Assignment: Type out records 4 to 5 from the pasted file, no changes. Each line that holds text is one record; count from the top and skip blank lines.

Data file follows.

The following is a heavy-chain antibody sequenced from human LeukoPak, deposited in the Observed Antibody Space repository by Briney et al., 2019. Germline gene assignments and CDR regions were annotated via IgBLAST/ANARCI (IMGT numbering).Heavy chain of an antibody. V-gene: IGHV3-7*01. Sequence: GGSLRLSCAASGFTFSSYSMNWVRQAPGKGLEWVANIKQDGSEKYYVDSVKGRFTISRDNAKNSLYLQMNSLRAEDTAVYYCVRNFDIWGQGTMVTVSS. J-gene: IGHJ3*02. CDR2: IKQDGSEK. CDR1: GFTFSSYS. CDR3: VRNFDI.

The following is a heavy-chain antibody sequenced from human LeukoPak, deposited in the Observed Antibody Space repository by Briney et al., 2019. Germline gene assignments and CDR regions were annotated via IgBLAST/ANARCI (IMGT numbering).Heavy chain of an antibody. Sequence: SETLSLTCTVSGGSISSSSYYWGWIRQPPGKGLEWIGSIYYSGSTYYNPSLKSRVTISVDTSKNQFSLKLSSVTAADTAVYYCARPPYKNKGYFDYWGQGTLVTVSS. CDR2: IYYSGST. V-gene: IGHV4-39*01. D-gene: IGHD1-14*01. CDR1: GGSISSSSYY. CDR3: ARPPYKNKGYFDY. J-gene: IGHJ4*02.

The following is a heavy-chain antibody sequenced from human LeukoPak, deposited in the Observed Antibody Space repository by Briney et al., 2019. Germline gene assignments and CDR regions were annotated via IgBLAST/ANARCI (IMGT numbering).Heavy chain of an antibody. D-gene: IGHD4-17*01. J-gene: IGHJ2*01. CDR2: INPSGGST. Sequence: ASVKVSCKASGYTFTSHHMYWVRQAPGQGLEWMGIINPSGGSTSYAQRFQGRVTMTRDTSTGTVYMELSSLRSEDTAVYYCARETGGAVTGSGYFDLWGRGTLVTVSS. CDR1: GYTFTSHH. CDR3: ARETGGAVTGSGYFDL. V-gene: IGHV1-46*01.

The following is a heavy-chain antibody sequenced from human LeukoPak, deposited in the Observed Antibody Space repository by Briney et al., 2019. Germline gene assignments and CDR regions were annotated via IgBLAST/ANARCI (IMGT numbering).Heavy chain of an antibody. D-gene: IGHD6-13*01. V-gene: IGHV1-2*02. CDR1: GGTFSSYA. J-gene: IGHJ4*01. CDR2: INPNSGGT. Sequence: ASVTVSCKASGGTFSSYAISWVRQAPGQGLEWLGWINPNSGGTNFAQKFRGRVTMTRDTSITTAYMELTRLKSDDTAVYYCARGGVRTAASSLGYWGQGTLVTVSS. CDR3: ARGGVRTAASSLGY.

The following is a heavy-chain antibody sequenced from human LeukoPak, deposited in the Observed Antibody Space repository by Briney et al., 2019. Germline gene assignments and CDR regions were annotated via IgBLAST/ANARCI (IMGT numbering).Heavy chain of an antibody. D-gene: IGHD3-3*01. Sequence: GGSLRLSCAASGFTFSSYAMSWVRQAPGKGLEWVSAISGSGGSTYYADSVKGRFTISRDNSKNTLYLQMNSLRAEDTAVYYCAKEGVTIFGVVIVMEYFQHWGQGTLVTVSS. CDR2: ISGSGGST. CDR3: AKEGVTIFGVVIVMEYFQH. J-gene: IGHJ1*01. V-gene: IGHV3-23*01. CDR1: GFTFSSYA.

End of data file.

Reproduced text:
The following is a heavy-chain antibody sequenced from human LeukoPak, deposited in the Observed Antibody Space repository by Briney et al., 2019. Germline gene assignments and CDR regions were annotated via IgBLAST/ANARCI (IMGT numbering).Heavy chain of an antibody. D-gene: IGHD6-13*01. V-gene: IGHV1-2*02. CDR1: GGTFSSYA. J-gene: IGHJ4*01. CDR2: INPNSGGT. Sequence: ASVTVSCKASGGTFSSYAISWVRQAPGQGLEWLGWINPNSGGTNFAQKFRGRVTMTRDTSITTAYMELTRLKSDDTAVYYCARGGVRTAASSLGYWGQGTLVTVSS. CDR3: ARGGVRTAASSLGY.

The following is a heavy-chain antibody sequenced from human LeukoPak, deposited in the Observed Antibody Space repository by Briney et al., 2019. Germline gene assignments and CDR regions were annotated via IgBLAST/ANARCI (IMGT numbering).Heavy chain of an antibody. D-gene: IGHD3-3*01. Sequence: GGSLRLSCAASGFTFSSYAMSWVRQAPGKGLEWVSAISGSGGSTYYADSVKGRFTISRDNSKNTLYLQMNSLRAEDTAVYYCAKEGVTIFGVVIVMEYFQHWGQGTLVTVSS. CDR2: ISGSGGST. CDR3: AKEGVTIFGVVIVMEYFQH. J-gene: IGHJ1*01. V-gene: IGHV3-23*01. CDR1: GFTFSSYA.